Scout troops and volunteers stake flags in honor of veterans buried at St. Mary’s Cemetery
This story originally appeared in the 6/3/21 edition of the Westmore News. For the original article, follow the link.
Local Scouts made good on their oaths and law on Saturday, May 29, to brave teeming spring showers and decorate the gravesites of American veterans.
Nearly 70 Scouts, from various troops across the Town of Rye and the Village of Larchmont, gathered at St. Mary’s Cemetery on High Street to exchange the tattered American flags residing beside the gravestones of veterans with new ones. The local Father John M. Grady Council 503 of the Knights of Columbus, a fraternal Catholic group based out of New Haven, Conn., and volunteers from the Port Chester Fire Department were also in attendance.
Fifty years ago, the country observed its first Memorial Day on the last Monday in May as an act of Congress moved the day from May 30 and turned it into a federal holiday. Every year since then, the nation has slowed on this day to remember and reflect on the lives of military personnel who have died with gravesite visits, parades and speeches. The tradition of placing flags on the tombstones of veterans is a sign of remembrance and gratitude, completed prior to Monday’s annual observance of Memorial Day.
The Scouts present included Port Chester’s Troop 400, Girl Troop 2899, Girl Troop 420, and Pack 400. Also in attendance were Pack 3 from Rye Brook and Troop 4 from Larchmont.
The various Scout groups normally plan the event in tandem with the Port Chester Knights of Columbus and American Legion chapters, though the latter did not attend due to continued COVID-19 concerns. The annualMemorial Day parade was also cancelled this year due to concerns surrounding the pandemic.
“There used to be a whole lot more veterans that were able to do this, but that number has dwindled,” said Knights of Columbus organizer Charlie Sacco. “You can’t thank them enough, but this is one way of doing that.”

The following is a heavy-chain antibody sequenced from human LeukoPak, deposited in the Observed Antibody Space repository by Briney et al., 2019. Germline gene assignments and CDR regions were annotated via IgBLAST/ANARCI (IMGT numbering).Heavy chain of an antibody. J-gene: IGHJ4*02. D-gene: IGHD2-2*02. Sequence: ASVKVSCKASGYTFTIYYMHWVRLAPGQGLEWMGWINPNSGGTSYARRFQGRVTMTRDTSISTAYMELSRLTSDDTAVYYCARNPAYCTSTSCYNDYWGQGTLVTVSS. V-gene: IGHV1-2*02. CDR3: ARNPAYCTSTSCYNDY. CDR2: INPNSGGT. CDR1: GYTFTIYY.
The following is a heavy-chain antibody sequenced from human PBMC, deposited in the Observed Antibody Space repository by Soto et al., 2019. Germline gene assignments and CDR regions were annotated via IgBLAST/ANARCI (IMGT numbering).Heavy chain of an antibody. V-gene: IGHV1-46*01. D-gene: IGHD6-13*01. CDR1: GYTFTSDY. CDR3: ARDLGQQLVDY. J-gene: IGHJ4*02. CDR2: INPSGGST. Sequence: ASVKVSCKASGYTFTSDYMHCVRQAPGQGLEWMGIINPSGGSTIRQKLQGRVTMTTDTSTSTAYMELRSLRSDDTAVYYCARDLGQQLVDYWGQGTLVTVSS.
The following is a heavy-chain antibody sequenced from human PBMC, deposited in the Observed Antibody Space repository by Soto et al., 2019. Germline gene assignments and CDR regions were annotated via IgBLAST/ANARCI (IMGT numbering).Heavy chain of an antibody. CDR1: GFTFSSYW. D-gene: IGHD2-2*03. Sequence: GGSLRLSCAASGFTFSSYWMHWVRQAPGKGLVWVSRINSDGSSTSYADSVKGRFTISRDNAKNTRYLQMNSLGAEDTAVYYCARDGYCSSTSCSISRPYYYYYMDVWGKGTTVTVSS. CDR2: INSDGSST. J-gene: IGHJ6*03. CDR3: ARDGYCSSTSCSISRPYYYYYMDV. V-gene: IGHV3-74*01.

Sacco organized the event along with Troop 400 Scoutmaster Moe Acevedo, who was skeptical about turnout since they expected torrential rain.
They sent out emails this year with some reluctance, stating in each message that attendance was optional given the predicted weather conditions. “We thought it was going to be a small turnout, because of the rain,” he said.
The sky on Saturday fashioned a wall of iron-grey, with a leaden rain—drops as big as buckshot—that splattered to the ground with a pitch like buzzing, irate bees.
Acevedo was surprised when over 80 people—Scouts, parents, and volunteers alike—showed up to the cemetery, adorning rain jackets, umbrellas, boots and rubber mallets. Few in attendance complained or even acknowledged the rain; they instead swept the grounds diligently and kept to the task at hand.
“I tell you it was one the best turnouts we’ve ever seen,” he said.
Upon arrival, the troops formed into lines at the top the cemetery, organized by group and ordered by rank. Older Scouts were entrusted a rubber mallet while parents handled them for the younger ones. The Scouts filed into lines and from there were given bundles of flags; the Town of Rye donated 1,000 for the occasion.
From there, they began to walk the graves. Of the 2,800 burial sites at St. Mary’s Cemetery, an estimated 600 belong to veterans. The stones are spread throughout the grounds, though most rested at the foot of the wide, hilly rise that makes up the cemetery, the oldest section. While largely well maintained, some of the stones have fallen into disrepair or looked to have been reclaimed by the Earth, slightly veiled by stray grass or dulled by decades of rain.
A flag is always placed at the back left of each flat marble maker or front left of each headstone. Some Scouts poked in the emblem and carried on. Some sifted through the area as their parents lectured them on the importance of the day. Some stopped for a second and stared down at each stone, reflecting.
“Memorial Day is a kind of mixed emotion,” said Port Chester veteran Chet Edwards. “Many of our friends and comrades—some we didn’t know and some we served with—have passed giving the ultimate sacrifice in combat. And many of them gave their lives after they got home because of the ravages of things that happened while they were in combat, such as Agent Orange.”
Edwards is a regular at these ceremonies, serving on the Westchester County Veterans Advisory Board and the Vietnam Veterans of America Chapter 49. He’s also a retired colonel from the New York State Guard and a Vietnam veteran who served from 1966-72. He takes the old flags from the grounds and properly retires them before their ceremonial burning or burial.
Despite the large turnout, few veterans showed up. Edwards, more outspoken than his peers, said that many don’t want to attend events like this, as it is often too painful of a reminder. The 72-year-old also recognized that more and more of his comrades have joined the ranks within this cemetery and urged the importance of keeping their memory alive.“So we remember them,” he said. “We remember good times with them, we honor them and their service and we mourn their passing and we thank them for giving us the freedoms we have today.”